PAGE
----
blameThese stories sound outrageous but are we any better? Am I? How many times have I kicked a chair after I ran into it or cursed a tree limb that connected with my head or bad talked the bank when my check bounced? And of course, while driving, it’s always the other guy!

The first step in changing the rules of the blame game is to identify the moment. If I can catch myself (that means close my mouth before the words come out), I might even be able to stem off the worst of it. And only then do I have even a hair’s breath of chance to figure out why I am passing the buck. Am I afraid of how I will be perceived by others? Do I feel that taking responsibility will diminish me? Does it make me feel better to shift the blame to another person?

In and of itself, the word “blame” has a negative connotation. It carries accusation and condemnation. Just the word alone feels like a burden. And I’m thinking that’s the problem. Instead of shifting the blame, it may be that the paradoxical Christian thing would be to simply accept responsibility (when true) and give God a chance to work with the truth.

Taking responsibility when we err is no fun, but its merits outweigh the negatives in the long run. It’s part of the learning curve and character building. I am not encouraging anyone to become a scapegoat or to become a martyr, taking the weight of guilt when it’s not ours to take. But when our own mistakes and choices bring consequences, then we must confess that truth to ourselves first and thereby invoke the power of the Holy Spirit to bear it and eventually change.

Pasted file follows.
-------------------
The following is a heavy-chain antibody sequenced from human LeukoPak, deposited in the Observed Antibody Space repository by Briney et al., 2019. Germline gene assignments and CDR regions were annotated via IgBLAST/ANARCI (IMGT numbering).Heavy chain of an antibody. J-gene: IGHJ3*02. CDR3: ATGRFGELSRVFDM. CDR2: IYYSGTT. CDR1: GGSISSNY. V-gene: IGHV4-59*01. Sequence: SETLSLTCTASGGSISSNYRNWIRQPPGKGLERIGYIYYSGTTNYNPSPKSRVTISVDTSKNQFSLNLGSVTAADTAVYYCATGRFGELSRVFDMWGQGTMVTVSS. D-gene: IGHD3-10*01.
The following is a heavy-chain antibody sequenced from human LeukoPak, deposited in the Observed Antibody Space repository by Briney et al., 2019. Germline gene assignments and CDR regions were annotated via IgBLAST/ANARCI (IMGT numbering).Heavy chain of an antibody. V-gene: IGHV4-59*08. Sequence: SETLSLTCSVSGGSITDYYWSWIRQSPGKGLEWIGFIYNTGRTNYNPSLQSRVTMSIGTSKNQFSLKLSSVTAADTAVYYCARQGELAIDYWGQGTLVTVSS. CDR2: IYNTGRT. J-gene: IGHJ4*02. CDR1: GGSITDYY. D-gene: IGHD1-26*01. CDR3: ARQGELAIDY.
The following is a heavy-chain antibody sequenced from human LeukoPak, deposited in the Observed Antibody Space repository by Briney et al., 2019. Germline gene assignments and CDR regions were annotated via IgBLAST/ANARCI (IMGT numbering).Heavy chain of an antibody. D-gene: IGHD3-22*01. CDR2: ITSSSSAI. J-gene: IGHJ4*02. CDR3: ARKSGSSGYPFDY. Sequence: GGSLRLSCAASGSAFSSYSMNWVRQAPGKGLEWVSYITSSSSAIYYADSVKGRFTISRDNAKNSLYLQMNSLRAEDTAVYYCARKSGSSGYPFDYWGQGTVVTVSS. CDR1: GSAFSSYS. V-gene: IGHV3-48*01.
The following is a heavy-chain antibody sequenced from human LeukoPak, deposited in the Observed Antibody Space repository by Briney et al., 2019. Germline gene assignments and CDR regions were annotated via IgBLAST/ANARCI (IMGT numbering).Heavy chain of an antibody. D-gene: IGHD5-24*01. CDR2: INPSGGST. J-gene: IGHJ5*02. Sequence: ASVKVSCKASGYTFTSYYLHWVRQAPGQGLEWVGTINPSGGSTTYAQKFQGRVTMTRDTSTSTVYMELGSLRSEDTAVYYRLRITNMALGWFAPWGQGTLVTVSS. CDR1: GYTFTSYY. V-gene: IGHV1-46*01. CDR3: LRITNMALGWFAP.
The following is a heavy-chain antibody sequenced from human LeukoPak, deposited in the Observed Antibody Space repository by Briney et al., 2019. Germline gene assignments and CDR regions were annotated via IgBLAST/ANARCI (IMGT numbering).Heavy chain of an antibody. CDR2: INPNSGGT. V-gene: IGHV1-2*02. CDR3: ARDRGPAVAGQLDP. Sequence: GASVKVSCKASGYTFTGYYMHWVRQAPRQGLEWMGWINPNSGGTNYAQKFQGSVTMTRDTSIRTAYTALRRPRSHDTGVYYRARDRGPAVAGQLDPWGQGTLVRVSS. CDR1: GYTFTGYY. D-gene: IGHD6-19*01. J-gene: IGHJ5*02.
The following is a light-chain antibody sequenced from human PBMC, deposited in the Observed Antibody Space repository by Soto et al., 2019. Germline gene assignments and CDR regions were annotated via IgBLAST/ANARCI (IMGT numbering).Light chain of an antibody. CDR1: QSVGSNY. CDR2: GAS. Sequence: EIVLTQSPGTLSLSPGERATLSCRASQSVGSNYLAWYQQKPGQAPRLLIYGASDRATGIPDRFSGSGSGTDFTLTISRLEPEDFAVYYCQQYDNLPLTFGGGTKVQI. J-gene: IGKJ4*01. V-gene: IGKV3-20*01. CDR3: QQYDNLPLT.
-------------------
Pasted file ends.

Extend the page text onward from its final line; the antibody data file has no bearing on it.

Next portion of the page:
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orphan babyI can certainly relate to little Prissy in Gone with the Wind who says, “”I don’t know nothin’ ’bout birthin’ babies!” I don’t either, not really. Having built our family through adoption, this aspect of womanhood has eluded me. And yet I know, there is potential for great mystery and anguish; joy and sorrow.